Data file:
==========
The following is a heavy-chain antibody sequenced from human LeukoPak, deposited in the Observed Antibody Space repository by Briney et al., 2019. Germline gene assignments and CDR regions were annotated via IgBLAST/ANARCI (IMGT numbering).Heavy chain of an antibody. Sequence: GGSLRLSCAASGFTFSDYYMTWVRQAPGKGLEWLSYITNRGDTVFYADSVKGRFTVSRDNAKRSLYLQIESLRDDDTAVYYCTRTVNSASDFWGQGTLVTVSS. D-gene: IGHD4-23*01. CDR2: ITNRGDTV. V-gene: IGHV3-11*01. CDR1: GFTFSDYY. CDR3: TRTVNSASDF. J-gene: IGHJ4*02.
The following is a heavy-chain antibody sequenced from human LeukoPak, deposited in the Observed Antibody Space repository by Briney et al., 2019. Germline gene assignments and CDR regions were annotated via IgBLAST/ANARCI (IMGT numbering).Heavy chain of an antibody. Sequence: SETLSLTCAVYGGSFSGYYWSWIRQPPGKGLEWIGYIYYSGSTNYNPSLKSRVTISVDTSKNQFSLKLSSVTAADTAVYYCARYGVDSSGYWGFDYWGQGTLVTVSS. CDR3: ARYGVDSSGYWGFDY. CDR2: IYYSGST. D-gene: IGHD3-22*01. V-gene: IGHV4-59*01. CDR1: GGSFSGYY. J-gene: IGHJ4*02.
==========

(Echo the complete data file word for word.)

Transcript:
The following is a heavy-chain antibody sequenced from human LeukoPak, deposited in the Observed Antibody Space repository by Briney et al., 2019. Germline gene assignments and CDR regions were annotated via IgBLAST/ANARCI (IMGT numbering).Heavy chain of an antibody. Sequence: GGSLRLSCAASGFTFSDYYMTWVRQAPGKGLEWLSYITNRGDTVFYADSVKGRFTVSRDNAKRSLYLQIESLRDDDTAVYYCTRTVNSASDFWGQGTLVTVSS. D-gene: IGHD4-23*01. CDR2: ITNRGDTV. V-gene: IGHV3-11*01. CDR1: GFTFSDYY. CDR3: TRTVNSASDF. J-gene: IGHJ4*02.
The following is a heavy-chain antibody sequenced from human LeukoPak, deposited in the Observed Antibody Space repository by Briney et al., 2019. Germline gene assignments and CDR regions were annotated via IgBLAST/ANARCI (IMGT numbering).Heavy chain of an antibody. Sequence: SETLSLTCAVYGGSFSGYYWSWIRQPPGKGLEWIGYIYYSGSTNYNPSLKSRVTISVDTSKNQFSLKLSSVTAADTAVYYCARYGVDSSGYWGFDYWGQGTLVTVSS. CDR3: ARYGVDSSGYWGFDY. CDR2: IYYSGST. D-gene: IGHD3-22*01. V-gene: IGHV4-59*01. CDR1: GGSFSGYY. J-gene: IGHJ4*02.